Business for Peace Award
1564, Section: Report

Report

Members of the local congregation pray at the Al-Khayar Mosque in Sana'a's Maeen neighborhood on Hayel Street.

Neighbors versus ministry: Who appoints and replaces Imams?

Published on 25 November 2014 by Mohammed Al-Qalisi in Report

Ever since the Houthis took over Sana’a on Sept. 21, spectacular photos of its members relaxing in the living-rooms, beds, and pools of Islah Party members were circulated on social media.

Although 40 percent of ministers in the new cabinet are from the south, the Southern Movement is pushing ahead with calls for seccession. (skynewsarabia.com)

Southern Movement rages on despite formation of new government

Published on 25 November 2014 by Khalid Al-Karimi in Report

After nearly one month-and-a-half of negotiations and debates, a new cabinet was formed on Nov. 7. A week prior, different political factions delegated President Abdu Rabu Mansour Hadi and Prime Minister Khaled Bahah to form a technocratic government based on competency rather than party affiliation.

Although the mayor is still trying to close Al-Qatoof’s gas station, the Houthis are keeping a watchful eye and intervene if necessary.

Houthis reopen gas station near Saudi Embassy

Published on 25 November 2014 by Nasser Al-Sakkaf in Report

The station is now popular among Houthis who try to support its owner

On Oct. 20, Al-Qaeda in the Arabian Peninsula (AQAP) declared responsibility for blowing up the Idris Mosque in Al-Manaseh village. Twelve people were killed in the explosion, including some of Idris’ family members.

This article has photo galleryA visit to Rada’a district

Published on 25 November 2014 by Ali Ibrahim Al-Moshki in Report

After over a month of bloody fighting with Al-Qaeda in the Arabian Peninsula (AQAP), control of Rada’a city in Rada’a district of Yemen’s Al-Baida governorate passed into the hands of the Houthis, also known as Ansar Allah.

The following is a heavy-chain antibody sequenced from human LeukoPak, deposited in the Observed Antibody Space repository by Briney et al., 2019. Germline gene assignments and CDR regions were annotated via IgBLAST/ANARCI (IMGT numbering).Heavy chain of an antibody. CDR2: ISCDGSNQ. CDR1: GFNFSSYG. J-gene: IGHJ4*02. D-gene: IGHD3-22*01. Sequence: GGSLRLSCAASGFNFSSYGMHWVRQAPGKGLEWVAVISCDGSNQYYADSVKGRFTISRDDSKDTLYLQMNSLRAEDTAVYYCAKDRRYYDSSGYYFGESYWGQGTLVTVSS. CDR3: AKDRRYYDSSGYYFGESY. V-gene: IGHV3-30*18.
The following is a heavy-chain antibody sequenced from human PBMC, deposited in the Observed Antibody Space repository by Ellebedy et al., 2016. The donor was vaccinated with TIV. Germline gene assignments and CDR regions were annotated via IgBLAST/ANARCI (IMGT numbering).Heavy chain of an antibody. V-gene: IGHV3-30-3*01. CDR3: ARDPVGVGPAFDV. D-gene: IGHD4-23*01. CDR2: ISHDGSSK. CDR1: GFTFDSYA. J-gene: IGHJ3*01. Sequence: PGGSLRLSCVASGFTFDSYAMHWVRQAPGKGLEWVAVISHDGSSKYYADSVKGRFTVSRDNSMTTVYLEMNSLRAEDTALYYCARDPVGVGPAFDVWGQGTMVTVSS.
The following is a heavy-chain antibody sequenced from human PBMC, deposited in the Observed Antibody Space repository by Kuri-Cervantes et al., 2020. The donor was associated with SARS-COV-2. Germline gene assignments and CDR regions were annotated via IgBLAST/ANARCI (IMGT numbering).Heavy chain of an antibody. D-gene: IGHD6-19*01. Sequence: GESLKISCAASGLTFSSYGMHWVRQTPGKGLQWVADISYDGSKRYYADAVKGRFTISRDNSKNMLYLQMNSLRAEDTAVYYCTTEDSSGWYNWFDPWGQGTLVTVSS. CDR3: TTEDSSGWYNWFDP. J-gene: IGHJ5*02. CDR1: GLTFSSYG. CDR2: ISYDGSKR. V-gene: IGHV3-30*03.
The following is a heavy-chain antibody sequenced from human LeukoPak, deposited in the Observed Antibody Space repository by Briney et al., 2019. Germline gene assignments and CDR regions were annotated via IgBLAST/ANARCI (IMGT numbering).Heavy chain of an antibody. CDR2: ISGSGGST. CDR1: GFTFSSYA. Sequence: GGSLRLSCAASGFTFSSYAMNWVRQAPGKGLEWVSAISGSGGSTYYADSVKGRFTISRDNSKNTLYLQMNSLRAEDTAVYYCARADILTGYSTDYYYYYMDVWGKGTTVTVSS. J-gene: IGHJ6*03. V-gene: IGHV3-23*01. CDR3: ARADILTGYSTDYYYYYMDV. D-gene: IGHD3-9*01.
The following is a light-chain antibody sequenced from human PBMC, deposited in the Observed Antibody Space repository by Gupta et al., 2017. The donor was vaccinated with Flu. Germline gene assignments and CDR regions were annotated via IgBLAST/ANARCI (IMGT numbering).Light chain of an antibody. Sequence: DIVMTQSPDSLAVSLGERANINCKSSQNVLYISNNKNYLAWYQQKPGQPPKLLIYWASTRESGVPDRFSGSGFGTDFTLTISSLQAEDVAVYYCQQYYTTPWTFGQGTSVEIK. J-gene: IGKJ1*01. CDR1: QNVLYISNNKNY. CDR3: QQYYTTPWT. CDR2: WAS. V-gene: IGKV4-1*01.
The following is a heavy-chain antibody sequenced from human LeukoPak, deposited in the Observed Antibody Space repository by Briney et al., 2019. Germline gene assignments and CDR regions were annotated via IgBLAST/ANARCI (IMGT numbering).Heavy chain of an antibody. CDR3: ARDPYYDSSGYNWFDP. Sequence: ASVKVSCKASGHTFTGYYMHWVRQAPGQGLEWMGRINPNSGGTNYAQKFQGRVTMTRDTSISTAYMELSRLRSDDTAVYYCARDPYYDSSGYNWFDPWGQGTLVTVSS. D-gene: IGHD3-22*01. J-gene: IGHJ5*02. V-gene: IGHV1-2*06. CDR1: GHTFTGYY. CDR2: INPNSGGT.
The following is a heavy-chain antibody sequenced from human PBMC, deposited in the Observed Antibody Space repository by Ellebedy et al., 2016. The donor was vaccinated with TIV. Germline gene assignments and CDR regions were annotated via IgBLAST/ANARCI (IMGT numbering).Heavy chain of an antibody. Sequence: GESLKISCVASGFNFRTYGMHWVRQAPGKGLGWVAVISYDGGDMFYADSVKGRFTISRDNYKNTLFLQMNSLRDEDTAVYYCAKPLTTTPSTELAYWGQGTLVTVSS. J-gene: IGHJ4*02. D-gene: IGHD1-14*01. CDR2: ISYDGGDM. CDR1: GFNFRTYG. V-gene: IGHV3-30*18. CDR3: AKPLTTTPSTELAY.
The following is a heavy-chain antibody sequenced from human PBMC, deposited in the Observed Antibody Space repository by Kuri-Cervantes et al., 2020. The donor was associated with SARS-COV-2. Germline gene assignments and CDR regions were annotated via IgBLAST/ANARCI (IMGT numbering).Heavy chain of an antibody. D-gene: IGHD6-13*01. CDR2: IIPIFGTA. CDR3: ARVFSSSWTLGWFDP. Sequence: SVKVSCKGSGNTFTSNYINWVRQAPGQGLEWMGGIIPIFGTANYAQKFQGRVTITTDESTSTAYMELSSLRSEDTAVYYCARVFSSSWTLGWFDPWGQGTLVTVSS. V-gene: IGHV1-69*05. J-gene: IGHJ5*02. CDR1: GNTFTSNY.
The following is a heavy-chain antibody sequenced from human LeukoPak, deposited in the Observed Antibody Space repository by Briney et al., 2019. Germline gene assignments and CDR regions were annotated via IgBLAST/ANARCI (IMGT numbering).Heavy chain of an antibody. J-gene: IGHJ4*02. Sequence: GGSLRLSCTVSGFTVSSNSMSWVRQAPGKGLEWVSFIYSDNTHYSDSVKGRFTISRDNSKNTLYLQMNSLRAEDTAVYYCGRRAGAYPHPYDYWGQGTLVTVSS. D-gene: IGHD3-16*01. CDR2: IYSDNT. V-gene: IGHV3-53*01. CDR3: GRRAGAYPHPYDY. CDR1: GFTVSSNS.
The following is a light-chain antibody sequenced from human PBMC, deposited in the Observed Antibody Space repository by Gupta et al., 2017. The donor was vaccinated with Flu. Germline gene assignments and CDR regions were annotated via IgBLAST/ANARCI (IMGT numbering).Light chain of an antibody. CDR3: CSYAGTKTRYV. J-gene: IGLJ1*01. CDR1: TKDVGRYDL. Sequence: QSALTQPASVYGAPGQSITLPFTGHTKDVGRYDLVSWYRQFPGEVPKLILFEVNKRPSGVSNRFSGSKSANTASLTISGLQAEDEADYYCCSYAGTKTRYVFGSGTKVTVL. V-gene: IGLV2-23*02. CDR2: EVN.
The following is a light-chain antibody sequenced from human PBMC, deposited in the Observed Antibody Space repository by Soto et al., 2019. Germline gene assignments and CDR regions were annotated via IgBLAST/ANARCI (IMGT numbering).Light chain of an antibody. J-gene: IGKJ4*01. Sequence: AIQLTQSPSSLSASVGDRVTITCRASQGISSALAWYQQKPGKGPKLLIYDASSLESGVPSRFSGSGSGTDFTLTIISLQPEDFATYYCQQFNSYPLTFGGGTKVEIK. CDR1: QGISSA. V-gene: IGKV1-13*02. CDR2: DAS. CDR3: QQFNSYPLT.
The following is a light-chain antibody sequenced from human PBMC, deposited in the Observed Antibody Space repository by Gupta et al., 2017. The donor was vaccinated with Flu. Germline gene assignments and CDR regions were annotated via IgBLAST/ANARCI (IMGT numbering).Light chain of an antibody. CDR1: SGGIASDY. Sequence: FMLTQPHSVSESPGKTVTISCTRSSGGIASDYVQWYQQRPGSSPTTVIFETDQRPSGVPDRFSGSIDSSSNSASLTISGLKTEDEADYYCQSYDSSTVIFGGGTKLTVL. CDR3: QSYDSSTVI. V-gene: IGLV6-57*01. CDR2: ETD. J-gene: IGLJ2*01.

Substitute teachers: Private rackets in public schools

Published on 20 November 2014 by Khalid Al-Karimi in Report

Ahmed Abdul Raouf had been working as an Arabic professor at a private high school in Sana’a for four years before leaving last July to look for a new job. He left due to the low pay, he said, which amounted to just YR20,000 ($93) per month.

The cinema was officially closed due to a land dispute, but it was the subject of controversy for decades. (Photo credit: algomhoriah.net)

July 23 Cinema in Taiz closed

Published on 20 November 2014 by Mohammad Al-Khayat in Report

Having served as a cultural icon in Taiz city for 40 years, the July 23 Art House Cinema, named after the 1952 Egyptian revolution, closed last July by order of Taiz’s Commercial Court.

The FAO, the Dutch embassy in Sana’a, and two ministries from the Yemeni government host a workshop on sustainable water development.

Water project launched amid dire shortages

Published on 20 November 2014 by Bassam Al-Khameri in Report

About once every two weeks, Yusof Ali Al-Sayed, a resident living on Al-Dairy Street in the capital, receives water from the government. The supply only lasts him, his wife, and their eight children five to seven days.

Is Houthi rhetoric to be believed? Alcohol confiscations might be symptom of something larger

Published on 18 November 2014 by Ahlam Mohsen in Report

Capitalizing on populist anger following the removal of fuel-subsidies this summer, the Houthis have transformed from an armed rebel group concentrated in the country’s north to a serious power-broker in the nation’s capital.

A child stands in front of a Houthi slogan that reads “boycott American and Israeli products” outside the Al-Dailami School in Sana’a’s Hadda neighborhood.

Impressionable youth

Published on 18 November 2014 by Bassam Al-Khameri in Report

How children are impacted by the Houthi slogan

The rhetoric adopted by state-run media has changed since the Houthis took over the capital.

State-run media under a Houthi-run state

Published on 18 November 2014 by Ali Ibrahim Al-Moshki in Report

Once labelled “rebels,” now embraced as “revolutionaries”

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